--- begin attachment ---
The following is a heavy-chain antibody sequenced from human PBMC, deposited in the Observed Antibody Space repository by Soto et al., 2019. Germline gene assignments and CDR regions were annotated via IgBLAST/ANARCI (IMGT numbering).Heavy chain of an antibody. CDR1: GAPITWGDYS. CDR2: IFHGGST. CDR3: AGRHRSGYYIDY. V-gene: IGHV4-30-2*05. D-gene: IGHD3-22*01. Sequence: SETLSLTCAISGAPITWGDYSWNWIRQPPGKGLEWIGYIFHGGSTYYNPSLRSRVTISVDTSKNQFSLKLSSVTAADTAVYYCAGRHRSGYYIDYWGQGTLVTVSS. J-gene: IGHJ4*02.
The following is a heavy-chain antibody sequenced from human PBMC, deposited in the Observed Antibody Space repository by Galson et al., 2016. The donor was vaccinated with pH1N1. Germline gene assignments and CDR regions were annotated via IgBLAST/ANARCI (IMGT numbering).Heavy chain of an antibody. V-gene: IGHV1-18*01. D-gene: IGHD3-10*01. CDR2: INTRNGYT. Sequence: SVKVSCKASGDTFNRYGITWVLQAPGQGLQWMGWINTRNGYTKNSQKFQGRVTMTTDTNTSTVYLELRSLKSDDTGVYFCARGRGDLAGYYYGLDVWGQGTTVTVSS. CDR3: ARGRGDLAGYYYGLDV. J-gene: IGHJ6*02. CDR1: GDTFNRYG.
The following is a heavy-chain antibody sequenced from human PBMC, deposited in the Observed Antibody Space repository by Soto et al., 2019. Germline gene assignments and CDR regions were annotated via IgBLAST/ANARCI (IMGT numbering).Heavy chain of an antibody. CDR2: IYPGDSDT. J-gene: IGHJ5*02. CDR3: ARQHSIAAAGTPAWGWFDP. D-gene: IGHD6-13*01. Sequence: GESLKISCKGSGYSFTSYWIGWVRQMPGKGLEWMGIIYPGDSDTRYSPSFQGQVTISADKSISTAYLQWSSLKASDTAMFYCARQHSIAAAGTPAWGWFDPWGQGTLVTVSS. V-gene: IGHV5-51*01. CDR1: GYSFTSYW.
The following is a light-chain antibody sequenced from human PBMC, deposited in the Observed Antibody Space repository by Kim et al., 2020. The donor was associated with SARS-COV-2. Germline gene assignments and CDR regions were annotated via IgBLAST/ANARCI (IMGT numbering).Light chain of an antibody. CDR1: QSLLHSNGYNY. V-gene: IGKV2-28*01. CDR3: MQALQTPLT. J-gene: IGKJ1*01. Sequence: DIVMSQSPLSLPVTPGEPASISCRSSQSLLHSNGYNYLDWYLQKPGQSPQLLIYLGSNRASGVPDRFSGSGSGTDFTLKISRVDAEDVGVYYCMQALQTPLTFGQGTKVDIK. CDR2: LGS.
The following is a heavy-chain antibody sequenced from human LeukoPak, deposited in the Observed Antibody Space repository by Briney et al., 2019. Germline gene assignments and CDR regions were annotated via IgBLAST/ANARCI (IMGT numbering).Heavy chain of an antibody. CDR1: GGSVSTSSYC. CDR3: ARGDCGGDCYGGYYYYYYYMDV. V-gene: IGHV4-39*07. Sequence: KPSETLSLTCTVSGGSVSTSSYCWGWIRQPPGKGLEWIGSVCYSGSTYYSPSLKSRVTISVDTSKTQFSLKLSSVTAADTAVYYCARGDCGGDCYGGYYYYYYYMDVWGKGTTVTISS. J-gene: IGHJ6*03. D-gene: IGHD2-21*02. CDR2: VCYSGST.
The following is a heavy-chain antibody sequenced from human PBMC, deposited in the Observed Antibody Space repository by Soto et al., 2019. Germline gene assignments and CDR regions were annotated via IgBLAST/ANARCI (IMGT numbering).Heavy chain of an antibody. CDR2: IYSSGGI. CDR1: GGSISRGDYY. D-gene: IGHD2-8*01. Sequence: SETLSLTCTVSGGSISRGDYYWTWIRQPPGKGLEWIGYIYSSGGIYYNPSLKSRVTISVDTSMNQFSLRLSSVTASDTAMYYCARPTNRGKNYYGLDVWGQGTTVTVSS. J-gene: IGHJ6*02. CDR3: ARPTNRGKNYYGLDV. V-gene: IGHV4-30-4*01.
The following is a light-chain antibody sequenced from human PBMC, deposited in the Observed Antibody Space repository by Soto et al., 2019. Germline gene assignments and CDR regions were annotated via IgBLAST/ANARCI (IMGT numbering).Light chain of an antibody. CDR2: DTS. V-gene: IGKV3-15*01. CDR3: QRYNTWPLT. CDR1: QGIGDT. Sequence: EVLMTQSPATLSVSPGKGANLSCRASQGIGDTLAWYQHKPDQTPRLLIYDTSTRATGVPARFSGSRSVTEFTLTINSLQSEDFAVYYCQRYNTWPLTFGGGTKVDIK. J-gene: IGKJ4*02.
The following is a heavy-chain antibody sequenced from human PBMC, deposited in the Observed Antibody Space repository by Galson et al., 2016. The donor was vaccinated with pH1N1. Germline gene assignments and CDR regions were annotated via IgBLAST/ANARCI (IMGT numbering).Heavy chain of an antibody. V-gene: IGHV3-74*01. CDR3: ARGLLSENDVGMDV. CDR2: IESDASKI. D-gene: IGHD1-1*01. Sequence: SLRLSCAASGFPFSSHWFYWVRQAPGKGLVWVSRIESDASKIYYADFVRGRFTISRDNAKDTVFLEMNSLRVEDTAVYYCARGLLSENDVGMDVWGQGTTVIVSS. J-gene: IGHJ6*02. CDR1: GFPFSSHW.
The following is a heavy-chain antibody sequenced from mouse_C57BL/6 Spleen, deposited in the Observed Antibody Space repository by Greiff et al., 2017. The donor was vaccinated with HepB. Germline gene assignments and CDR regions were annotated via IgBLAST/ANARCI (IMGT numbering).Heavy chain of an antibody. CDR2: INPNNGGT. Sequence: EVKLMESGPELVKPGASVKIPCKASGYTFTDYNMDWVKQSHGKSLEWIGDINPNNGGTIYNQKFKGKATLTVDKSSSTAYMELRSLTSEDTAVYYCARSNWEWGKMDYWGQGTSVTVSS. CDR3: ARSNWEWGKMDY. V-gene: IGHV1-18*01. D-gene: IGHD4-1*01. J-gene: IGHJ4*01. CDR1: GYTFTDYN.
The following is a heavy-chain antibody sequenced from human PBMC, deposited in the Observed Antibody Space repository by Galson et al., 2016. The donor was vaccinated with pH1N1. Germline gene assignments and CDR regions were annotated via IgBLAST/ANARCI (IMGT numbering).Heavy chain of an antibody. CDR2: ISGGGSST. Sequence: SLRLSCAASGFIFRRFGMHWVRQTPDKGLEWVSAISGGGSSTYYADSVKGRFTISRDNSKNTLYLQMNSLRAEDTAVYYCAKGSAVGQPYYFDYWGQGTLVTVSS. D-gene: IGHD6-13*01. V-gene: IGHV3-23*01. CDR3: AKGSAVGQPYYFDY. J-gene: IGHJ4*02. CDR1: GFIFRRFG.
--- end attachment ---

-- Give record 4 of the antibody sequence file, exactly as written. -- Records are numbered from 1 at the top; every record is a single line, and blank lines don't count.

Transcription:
The following is a light-chain antibody sequenced from human PBMC, deposited in the Observed Antibody Space repository by Kim et al., 2020. The donor was associated with SARS-COV-2. Germline gene assignments and CDR regions were annotated via IgBLAST/ANARCI (IMGT numbering).Light chain of an antibody. CDR1: QSLLHSNGYNY. V-gene: IGKV2-28*01. CDR3: MQALQTPLT. J-gene: IGKJ1*01. Sequence: DIVMSQSPLSLPVTPGEPASISCRSSQSLLHSNGYNYLDWYLQKPGQSPQLLIYLGSNRASGVPDRFSGSGSGTDFTLKISRVDAEDVGVYYCMQALQTPLTFGQGTKVDIK. CDR2: LGS.